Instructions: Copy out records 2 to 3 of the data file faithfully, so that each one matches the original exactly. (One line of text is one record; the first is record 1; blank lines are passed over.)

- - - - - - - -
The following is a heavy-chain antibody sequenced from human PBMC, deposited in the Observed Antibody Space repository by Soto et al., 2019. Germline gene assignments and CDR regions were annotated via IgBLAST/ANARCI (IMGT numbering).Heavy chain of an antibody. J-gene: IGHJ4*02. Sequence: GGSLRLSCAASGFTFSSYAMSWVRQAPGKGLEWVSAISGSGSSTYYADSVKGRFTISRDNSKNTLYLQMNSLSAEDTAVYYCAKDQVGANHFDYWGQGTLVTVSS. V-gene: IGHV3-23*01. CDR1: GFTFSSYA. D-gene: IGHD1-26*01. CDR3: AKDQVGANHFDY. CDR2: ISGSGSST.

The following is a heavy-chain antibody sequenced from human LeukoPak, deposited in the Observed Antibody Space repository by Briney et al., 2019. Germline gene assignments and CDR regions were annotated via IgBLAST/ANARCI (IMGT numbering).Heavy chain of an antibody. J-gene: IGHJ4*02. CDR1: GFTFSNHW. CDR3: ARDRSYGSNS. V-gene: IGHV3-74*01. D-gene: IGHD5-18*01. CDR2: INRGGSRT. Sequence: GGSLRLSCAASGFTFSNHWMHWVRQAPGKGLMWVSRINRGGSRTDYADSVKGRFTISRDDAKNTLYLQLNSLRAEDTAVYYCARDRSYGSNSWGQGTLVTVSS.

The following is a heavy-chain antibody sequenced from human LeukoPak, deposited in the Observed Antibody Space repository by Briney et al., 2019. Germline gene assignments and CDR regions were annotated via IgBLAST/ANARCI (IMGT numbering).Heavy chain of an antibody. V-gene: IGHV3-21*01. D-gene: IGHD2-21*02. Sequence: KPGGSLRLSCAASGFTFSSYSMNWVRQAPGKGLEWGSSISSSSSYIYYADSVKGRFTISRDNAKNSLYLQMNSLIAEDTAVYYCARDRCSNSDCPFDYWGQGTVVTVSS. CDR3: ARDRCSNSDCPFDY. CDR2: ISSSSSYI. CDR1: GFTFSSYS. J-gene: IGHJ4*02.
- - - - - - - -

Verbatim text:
The following is a heavy-chain antibody sequenced from human LeukoPak, deposited in the Observed Antibody Space repository by Briney et al., 2019. Germline gene assignments and CDR regions were annotated via IgBLAST/ANARCI (IMGT numbering).Heavy chain of an antibody. J-gene: IGHJ4*02. CDR1: GFTFSNHW. CDR3: ARDRSYGSNS. V-gene: IGHV3-74*01. D-gene: IGHD5-18*01. CDR2: INRGGSRT. Sequence: GGSLRLSCAASGFTFSNHWMHWVRQAPGKGLMWVSRINRGGSRTDYADSVKGRFTISRDDAKNTLYLQLNSLRAEDTAVYYCARDRSYGSNSWGQGTLVTVSS.

The following is a heavy-chain antibody sequenced from human LeukoPak, deposited in the Observed Antibody Space repository by Briney et al., 2019. Germline gene assignments and CDR regions were annotated via IgBLAST/ANARCI (IMGT numbering).Heavy chain of an antibody. V-gene: IGHV3-21*01. D-gene: IGHD2-21*02. Sequence: KPGGSLRLSCAASGFTFSSYSMNWVRQAPGKGLEWGSSISSSSSYIYYADSVKGRFTISRDNAKNSLYLQMNSLIAEDTAVYYCARDRCSNSDCPFDYWGQGTVVTVSS. CDR3: ARDRCSNSDCPFDY. CDR2: ISSSSSYI. CDR1: GFTFSSYS. J-gene: IGHJ4*02.